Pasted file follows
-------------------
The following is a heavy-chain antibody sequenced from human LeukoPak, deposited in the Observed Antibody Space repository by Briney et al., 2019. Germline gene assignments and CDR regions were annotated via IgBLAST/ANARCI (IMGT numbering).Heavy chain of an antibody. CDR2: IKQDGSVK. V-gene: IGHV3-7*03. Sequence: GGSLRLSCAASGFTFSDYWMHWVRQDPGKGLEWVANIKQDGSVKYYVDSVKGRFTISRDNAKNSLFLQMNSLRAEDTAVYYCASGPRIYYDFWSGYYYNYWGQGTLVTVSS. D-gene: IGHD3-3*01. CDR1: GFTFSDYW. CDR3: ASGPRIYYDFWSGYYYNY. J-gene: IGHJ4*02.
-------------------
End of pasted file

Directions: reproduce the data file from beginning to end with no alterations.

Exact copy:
The following is a heavy-chain antibody sequenced from human LeukoPak, deposited in the Observed Antibody Space repository by Briney et al., 2019. Germline gene assignments and CDR regions were annotated via IgBLAST/ANARCI (IMGT numbering).Heavy chain of an antibody. CDR2: IKQDGSVK. V-gene: IGHV3-7*03. Sequence: GGSLRLSCAASGFTFSDYWMHWVRQDPGKGLEWVANIKQDGSVKYYVDSVKGRFTISRDNAKNSLFLQMNSLRAEDTAVYYCASGPRIYYDFWSGYYYNYWGQGTLVTVSS. D-gene: IGHD3-3*01. CDR1: GFTFSDYW. CDR3: ASGPRIYYDFWSGYYYNY. J-gene: IGHJ4*02.